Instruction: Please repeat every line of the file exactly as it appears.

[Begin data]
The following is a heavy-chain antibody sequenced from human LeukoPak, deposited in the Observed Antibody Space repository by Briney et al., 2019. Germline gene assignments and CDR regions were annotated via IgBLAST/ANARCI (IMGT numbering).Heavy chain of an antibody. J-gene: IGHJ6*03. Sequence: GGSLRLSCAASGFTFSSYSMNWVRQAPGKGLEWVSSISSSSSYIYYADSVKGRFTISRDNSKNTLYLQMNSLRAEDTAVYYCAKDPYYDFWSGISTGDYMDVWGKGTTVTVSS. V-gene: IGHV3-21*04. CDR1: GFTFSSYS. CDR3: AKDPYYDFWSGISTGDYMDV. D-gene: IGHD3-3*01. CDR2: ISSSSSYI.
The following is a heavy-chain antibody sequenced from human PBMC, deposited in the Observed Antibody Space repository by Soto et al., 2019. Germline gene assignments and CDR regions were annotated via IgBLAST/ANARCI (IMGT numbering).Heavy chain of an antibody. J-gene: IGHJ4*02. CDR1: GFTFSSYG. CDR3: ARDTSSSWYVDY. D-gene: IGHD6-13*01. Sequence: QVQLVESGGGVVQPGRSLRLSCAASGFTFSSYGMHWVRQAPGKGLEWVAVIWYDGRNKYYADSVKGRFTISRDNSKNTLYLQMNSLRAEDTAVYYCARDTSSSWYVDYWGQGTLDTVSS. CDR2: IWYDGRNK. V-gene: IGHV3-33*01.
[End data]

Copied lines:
The following is a heavy-chain antibody sequenced from human LeukoPak, deposited in the Observed Antibody Space repository by Briney et al., 2019. Germline gene assignments and CDR regions were annotated via IgBLAST/ANARCI (IMGT numbering).Heavy chain of an antibody. J-gene: IGHJ6*03. Sequence: GGSLRLSCAASGFTFSSYSMNWVRQAPGKGLEWVSSISSSSSYIYYADSVKGRFTISRDNSKNTLYLQMNSLRAEDTAVYYCAKDPYYDFWSGISTGDYMDVWGKGTTVTVSS. V-gene: IGHV3-21*04. CDR1: GFTFSSYS. CDR3: AKDPYYDFWSGISTGDYMDV. D-gene: IGHD3-3*01. CDR2: ISSSSSYI.
The following is a heavy-chain antibody sequenced from human PBMC, deposited in the Observed Antibody Space repository by Soto et al., 2019. Germline gene assignments and CDR regions were annotated via IgBLAST/ANARCI (IMGT numbering).Heavy chain of an antibody. J-gene: IGHJ4*02. CDR1: GFTFSSYG. CDR3: ARDTSSSWYVDY. D-gene: IGHD6-13*01. Sequence: QVQLVESGGGVVQPGRSLRLSCAASGFTFSSYGMHWVRQAPGKGLEWVAVIWYDGRNKYYADSVKGRFTISRDNSKNTLYLQMNSLRAEDTAVYYCARDTSSSWYVDYWGQGTLDTVSS. CDR2: IWYDGRNK. V-gene: IGHV3-33*01.